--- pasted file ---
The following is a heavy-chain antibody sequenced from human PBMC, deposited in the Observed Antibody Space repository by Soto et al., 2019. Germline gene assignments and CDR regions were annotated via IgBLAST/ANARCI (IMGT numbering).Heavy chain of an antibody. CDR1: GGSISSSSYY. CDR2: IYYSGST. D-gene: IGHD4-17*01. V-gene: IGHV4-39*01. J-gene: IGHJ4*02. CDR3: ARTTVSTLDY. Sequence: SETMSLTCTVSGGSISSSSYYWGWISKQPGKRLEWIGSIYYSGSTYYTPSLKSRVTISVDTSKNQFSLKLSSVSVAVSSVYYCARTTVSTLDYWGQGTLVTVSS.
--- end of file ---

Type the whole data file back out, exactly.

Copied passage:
The following is a heavy-chain antibody sequenced from human PBMC, deposited in the Observed Antibody Space repository by Soto et al., 2019. Germline gene assignments and CDR regions were annotated via IgBLAST/ANARCI (IMGT numbering).Heavy chain of an antibody. CDR1: GGSISSSSYY. CDR2: IYYSGST. D-gene: IGHD4-17*01. V-gene: IGHV4-39*01. J-gene: IGHJ4*02. CDR3: ARTTVSTLDY. Sequence: SETMSLTCTVSGGSISSSSYYWGWISKQPGKRLEWIGSIYYSGSTYYTPSLKSRVTISVDTSKNQFSLKLSSVSVAVSSVYYCARTTVSTLDYWGQGTLVTVSS.